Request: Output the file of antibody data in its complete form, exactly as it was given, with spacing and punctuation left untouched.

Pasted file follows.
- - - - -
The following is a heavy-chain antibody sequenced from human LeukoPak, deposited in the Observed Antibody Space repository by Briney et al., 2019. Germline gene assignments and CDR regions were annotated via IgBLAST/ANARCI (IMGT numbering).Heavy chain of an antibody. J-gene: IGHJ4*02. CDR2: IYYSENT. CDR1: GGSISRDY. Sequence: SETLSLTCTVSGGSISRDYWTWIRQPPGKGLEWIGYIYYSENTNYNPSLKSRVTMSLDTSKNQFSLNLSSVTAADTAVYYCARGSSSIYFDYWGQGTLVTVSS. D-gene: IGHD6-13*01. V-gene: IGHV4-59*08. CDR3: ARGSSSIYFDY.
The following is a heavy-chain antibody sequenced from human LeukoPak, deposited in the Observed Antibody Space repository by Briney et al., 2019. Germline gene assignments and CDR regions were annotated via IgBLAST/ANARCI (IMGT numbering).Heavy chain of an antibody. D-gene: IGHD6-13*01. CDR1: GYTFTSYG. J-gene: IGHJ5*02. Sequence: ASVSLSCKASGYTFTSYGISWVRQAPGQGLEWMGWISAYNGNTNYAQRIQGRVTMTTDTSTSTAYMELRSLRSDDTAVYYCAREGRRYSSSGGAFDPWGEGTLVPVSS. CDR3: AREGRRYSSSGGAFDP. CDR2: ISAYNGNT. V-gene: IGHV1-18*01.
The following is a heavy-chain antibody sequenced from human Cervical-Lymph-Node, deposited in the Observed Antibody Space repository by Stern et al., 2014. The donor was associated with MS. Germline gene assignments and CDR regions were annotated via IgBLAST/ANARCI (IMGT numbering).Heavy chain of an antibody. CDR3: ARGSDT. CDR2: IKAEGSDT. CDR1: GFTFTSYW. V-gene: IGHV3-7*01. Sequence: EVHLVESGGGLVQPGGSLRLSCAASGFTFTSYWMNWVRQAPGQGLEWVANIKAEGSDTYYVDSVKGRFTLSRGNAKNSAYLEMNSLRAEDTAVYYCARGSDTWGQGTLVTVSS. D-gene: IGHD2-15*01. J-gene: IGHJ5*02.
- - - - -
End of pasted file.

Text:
The following is a heavy-chain antibody sequenced from human LeukoPak, deposited in the Observed Antibody Space repository by Briney et al., 2019. Germline gene assignments and CDR regions were annotated via IgBLAST/ANARCI (IMGT numbering).Heavy chain of an antibody. J-gene: IGHJ4*02. CDR2: IYYSENT. CDR1: GGSISRDY. Sequence: SETLSLTCTVSGGSISRDYWTWIRQPPGKGLEWIGYIYYSENTNYNPSLKSRVTMSLDTSKNQFSLNLSSVTAADTAVYYCARGSSSIYFDYWGQGTLVTVSS. D-gene: IGHD6-13*01. V-gene: IGHV4-59*08. CDR3: ARGSSSIYFDY.
The following is a heavy-chain antibody sequenced from human LeukoPak, deposited in the Observed Antibody Space repository by Briney et al., 2019. Germline gene assignments and CDR regions were annotated via IgBLAST/ANARCI (IMGT numbering).Heavy chain of an antibody. D-gene: IGHD6-13*01. CDR1: GYTFTSYG. J-gene: IGHJ5*02. Sequence: ASVSLSCKASGYTFTSYGISWVRQAPGQGLEWMGWISAYNGNTNYAQRIQGRVTMTTDTSTSTAYMELRSLRSDDTAVYYCAREGRRYSSSGGAFDPWGEGTLVPVSS. CDR3: AREGRRYSSSGGAFDP. CDR2: ISAYNGNT. V-gene: IGHV1-18*01.
The following is a heavy-chain antibody sequenced from human Cervical-Lymph-Node, deposited in the Observed Antibody Space repository by Stern et al., 2014. The donor was associated with MS. Germline gene assignments and CDR regions were annotated via IgBLAST/ANARCI (IMGT numbering).Heavy chain of an antibody. CDR3: ARGSDT. CDR2: IKAEGSDT. CDR1: GFTFTSYW. V-gene: IGHV3-7*01. Sequence: EVHLVESGGGLVQPGGSLRLSCAASGFTFTSYWMNWVRQAPGQGLEWVANIKAEGSDTYYVDSVKGRFTLSRGNAKNSAYLEMNSLRAEDTAVYYCARGSDTWGQGTLVTVSS. D-gene: IGHD2-15*01. J-gene: IGHJ5*02.